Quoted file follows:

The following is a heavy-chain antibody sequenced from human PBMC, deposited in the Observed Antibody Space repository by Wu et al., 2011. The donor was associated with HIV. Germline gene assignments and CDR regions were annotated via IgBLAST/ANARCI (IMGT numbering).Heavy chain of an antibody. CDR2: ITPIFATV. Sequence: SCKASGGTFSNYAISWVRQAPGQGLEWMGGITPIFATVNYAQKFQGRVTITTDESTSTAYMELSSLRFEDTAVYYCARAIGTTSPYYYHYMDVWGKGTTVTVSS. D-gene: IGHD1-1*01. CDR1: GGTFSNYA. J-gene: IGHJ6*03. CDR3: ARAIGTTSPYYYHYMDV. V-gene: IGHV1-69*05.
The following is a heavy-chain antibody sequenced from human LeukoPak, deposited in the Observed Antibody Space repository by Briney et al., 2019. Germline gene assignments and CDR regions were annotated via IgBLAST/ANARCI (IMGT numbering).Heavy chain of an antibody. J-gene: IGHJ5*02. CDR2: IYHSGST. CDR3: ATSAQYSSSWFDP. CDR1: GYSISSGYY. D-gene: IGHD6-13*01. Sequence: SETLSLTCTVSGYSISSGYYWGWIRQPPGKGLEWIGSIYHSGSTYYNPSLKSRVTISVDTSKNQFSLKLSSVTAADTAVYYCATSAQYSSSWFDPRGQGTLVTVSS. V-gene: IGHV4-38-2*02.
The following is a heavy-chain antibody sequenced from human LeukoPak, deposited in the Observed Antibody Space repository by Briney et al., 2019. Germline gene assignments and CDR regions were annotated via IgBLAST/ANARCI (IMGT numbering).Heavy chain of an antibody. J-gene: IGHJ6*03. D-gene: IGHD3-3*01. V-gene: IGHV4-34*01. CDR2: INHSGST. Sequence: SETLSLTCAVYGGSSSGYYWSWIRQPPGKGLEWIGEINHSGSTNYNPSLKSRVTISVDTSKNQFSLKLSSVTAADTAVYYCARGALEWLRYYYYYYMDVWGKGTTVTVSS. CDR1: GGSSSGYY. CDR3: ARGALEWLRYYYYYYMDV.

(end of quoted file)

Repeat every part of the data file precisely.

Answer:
The following is a heavy-chain antibody sequenced from human PBMC, deposited in the Observed Antibody Space repository by Wu et al., 2011. The donor was associated with HIV. Germline gene assignments and CDR regions were annotated via IgBLAST/ANARCI (IMGT numbering).Heavy chain of an antibody. CDR2: ITPIFATV. Sequence: SCKASGGTFSNYAISWVRQAPGQGLEWMGGITPIFATVNYAQKFQGRVTITTDESTSTAYMELSSLRFEDTAVYYCARAIGTTSPYYYHYMDVWGKGTTVTVSS. D-gene: IGHD1-1*01. CDR1: GGTFSNYA. J-gene: IGHJ6*03. CDR3: ARAIGTTSPYYYHYMDV. V-gene: IGHV1-69*05.
The following is a heavy-chain antibody sequenced from human LeukoPak, deposited in the Observed Antibody Space repository by Briney et al., 2019. Germline gene assignments and CDR regions were annotated via IgBLAST/ANARCI (IMGT numbering).Heavy chain of an antibody. J-gene: IGHJ5*02. CDR2: IYHSGST. CDR3: ATSAQYSSSWFDP. CDR1: GYSISSGYY. D-gene: IGHD6-13*01. Sequence: SETLSLTCTVSGYSISSGYYWGWIRQPPGKGLEWIGSIYHSGSTYYNPSLKSRVTISVDTSKNQFSLKLSSVTAADTAVYYCATSAQYSSSWFDPRGQGTLVTVSS. V-gene: IGHV4-38-2*02.
The following is a heavy-chain antibody sequenced from human LeukoPak, deposited in the Observed Antibody Space repository by Briney et al., 2019. Germline gene assignments and CDR regions were annotated via IgBLAST/ANARCI (IMGT numbering).Heavy chain of an antibody. J-gene: IGHJ6*03. D-gene: IGHD3-3*01. V-gene: IGHV4-34*01. CDR2: INHSGST. Sequence: SETLSLTCAVYGGSSSGYYWSWIRQPPGKGLEWIGEINHSGSTNYNPSLKSRVTISVDTSKNQFSLKLSSVTAADTAVYYCARGALEWLRYYYYYYMDVWGKGTTVTVSS. CDR1: GGSSSGYY. CDR3: ARGALEWLRYYYYYYMDV.